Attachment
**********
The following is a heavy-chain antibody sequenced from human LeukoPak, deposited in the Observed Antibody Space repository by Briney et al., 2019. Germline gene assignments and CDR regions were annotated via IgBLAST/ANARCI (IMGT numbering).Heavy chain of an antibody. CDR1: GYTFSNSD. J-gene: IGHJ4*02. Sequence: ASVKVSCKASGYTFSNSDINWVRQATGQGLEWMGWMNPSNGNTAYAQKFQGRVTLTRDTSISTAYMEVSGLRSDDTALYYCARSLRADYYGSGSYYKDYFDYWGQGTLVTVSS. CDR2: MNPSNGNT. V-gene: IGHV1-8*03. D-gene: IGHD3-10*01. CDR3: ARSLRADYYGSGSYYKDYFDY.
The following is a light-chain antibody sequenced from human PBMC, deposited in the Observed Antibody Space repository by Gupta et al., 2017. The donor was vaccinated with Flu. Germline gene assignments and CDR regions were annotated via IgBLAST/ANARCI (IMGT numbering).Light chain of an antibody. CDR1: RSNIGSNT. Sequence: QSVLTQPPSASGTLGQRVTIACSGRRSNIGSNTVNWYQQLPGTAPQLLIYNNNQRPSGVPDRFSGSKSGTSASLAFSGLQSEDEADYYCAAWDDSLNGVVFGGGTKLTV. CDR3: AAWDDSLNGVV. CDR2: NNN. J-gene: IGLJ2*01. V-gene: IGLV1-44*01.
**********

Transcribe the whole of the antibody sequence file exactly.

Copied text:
The following is a heavy-chain antibody sequenced from human LeukoPak, deposited in the Observed Antibody Space repository by Briney et al., 2019. Germline gene assignments and CDR regions were annotated via IgBLAST/ANARCI (IMGT numbering).Heavy chain of an antibody. CDR1: GYTFSNSD. J-gene: IGHJ4*02. Sequence: ASVKVSCKASGYTFSNSDINWVRQATGQGLEWMGWMNPSNGNTAYAQKFQGRVTLTRDTSISTAYMEVSGLRSDDTALYYCARSLRADYYGSGSYYKDYFDYWGQGTLVTVSS. CDR2: MNPSNGNT. V-gene: IGHV1-8*03. D-gene: IGHD3-10*01. CDR3: ARSLRADYYGSGSYYKDYFDY.
The following is a light-chain antibody sequenced from human PBMC, deposited in the Observed Antibody Space repository by Gupta et al., 2017. The donor was vaccinated with Flu. Germline gene assignments and CDR regions were annotated via IgBLAST/ANARCI (IMGT numbering).Light chain of an antibody. CDR1: RSNIGSNT. Sequence: QSVLTQPPSASGTLGQRVTIACSGRRSNIGSNTVNWYQQLPGTAPQLLIYNNNQRPSGVPDRFSGSKSGTSASLAFSGLQSEDEADYYCAAWDDSLNGVVFGGGTKLTV. CDR3: AAWDDSLNGVV. CDR2: NNN. J-gene: IGLJ2*01. V-gene: IGLV1-44*01.